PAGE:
Understanding the Grounds for Divorce in South Carolina

Understanding the Grounds for Divorce in South Carolina

South Carolina recognizes five grounds for divorce. The first four qualify as fault grounds for divorce and include (1) adultery, (2) desertion for a period of one year, (3) habitual intoxication (alcohol and/or drugs), and (4) physical cruelty. Our state laws also recognize and will grant a “no-fault” divorce if spouses have been living separate and apart, without cohabitation, for a period of one year.  The fault ground of “desertion” is actually rarely used now as it mirrors the no-fault “separate and apart” ground for divorce.

But what if the marriage is over, through no particular fault of either party, and issues of child custody, support, and property division need to be determined before the period of one year is up? None of the five grounds can be met, and South Carolina does not grant legal separations; thus it might appear that until the one-year separate and apart period tolls, the parties are at a stand-still.

Separate Maintenance Orders in South Carolina

In South Carolina, either of the parties can file for “separate maintenance” before being able to file for divorce under certain circumstances, where issues of custody/visitation, child support, alimony, and property are at immediate issue. Filing a separate maintenance action may be appropriate in the following situations:

  • If either spouse begins incurring substantial debt after separation, it will become a marital debt and the other spouse will be liable for it unless court action is taken immediately;
  • If there is fear that one spouse will destroy or hide assets, to avoid equitable distribution with the other spouse upon divorce;
  • If one spouse knows he/she will accumulate significant assets before the time to file for divorce, and does not want those assets to become marital assets and thus subject to equitable distribution; or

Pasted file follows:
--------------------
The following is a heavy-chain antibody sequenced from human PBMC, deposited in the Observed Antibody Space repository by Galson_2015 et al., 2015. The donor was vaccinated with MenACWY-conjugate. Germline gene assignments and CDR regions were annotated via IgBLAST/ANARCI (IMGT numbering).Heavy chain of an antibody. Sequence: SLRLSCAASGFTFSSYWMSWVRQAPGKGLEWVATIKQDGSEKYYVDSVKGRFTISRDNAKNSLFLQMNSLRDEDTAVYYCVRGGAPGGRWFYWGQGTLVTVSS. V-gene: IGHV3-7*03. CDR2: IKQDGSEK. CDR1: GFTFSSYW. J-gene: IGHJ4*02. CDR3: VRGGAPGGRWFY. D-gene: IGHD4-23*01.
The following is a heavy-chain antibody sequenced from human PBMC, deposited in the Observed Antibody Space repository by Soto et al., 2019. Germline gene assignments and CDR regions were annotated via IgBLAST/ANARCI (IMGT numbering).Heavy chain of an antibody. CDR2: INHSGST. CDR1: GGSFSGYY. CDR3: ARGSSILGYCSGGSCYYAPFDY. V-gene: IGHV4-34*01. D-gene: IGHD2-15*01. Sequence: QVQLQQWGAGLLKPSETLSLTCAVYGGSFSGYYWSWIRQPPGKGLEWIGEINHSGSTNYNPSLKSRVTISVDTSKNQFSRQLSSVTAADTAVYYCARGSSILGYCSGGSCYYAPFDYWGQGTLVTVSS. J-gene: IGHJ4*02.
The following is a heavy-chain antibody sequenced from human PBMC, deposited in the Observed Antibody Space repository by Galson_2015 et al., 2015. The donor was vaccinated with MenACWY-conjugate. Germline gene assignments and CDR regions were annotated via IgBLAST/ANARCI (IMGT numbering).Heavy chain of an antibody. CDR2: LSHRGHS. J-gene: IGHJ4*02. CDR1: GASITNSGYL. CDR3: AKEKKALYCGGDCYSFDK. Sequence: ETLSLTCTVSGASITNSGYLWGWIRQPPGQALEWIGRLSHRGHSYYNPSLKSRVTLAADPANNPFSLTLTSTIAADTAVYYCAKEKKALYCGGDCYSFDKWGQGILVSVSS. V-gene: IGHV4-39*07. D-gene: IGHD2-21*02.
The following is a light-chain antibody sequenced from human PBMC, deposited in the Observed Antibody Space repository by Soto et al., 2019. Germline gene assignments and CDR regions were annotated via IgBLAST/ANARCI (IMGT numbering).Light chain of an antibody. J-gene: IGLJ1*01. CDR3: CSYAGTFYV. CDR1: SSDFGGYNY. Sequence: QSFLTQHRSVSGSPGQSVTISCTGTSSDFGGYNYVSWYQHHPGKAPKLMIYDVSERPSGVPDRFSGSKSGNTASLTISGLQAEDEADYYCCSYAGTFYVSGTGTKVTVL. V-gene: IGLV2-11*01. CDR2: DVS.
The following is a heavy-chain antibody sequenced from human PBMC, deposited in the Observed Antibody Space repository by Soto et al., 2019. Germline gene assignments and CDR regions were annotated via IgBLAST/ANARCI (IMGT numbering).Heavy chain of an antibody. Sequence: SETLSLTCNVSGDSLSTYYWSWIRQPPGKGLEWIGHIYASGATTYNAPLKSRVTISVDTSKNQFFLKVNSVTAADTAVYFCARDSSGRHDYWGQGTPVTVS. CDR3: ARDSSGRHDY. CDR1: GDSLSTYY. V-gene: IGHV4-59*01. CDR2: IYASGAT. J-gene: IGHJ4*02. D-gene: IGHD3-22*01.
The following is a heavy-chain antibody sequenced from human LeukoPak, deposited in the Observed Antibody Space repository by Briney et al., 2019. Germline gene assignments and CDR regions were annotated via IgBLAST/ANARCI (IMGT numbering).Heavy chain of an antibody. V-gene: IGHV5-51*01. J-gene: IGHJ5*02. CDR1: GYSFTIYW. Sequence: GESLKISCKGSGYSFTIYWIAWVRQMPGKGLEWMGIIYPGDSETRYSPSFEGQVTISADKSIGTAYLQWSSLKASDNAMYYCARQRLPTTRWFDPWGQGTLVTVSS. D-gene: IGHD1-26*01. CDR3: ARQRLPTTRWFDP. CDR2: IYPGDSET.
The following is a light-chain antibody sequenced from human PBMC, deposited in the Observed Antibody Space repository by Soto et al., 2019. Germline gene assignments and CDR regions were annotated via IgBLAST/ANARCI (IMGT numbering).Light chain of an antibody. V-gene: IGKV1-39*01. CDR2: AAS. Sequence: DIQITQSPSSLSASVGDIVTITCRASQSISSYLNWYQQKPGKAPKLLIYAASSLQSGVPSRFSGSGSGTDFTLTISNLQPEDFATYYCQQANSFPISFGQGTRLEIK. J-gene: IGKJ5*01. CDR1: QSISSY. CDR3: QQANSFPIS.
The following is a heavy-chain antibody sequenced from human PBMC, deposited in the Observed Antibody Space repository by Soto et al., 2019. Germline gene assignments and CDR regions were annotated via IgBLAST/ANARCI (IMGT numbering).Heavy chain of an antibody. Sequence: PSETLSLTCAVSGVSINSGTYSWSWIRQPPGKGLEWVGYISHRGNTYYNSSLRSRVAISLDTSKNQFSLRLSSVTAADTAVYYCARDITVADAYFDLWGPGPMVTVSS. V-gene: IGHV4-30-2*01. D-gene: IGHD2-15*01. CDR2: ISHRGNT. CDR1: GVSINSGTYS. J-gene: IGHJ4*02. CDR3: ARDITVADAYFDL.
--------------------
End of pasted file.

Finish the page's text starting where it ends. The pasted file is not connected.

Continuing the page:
• If there is an inability to make short-term agreements regarding custody and/or visitation, child and/or spousal support, or temporary distribution of assets (e.g. who gets to live in the marital home) before a divorce can be filed.

A separate maintenance order does not end the marriage; it merely allows for temporary decisions to be made, and enforced by a Court, before a divorce can be filed. Fundamental decisions regarding paying bills, child care, and living arrangements are temporarily ordered by a Judge until an actual divorce suit is ready to be instituted. The fact remains that even for spouses who have decided to separate, and who appear to be in the most amicable of terms, without a separate maintenance order, all there is to rely on is the other spouse’s word. When it comes to affairs of the heart, people become unpredictable, and it is safer to rely on an official Court order than one’s word.

Contact our Mt. Pleasant Family Lawyers to Discuss your Rights before Divorce

If you and your spouse are living apart, or are contemplating separation or divorce, it is critical that you contact an experienced family law attorney to determine the appropriate legal steps to protect your family and property. Please contact our family law attorneys today.

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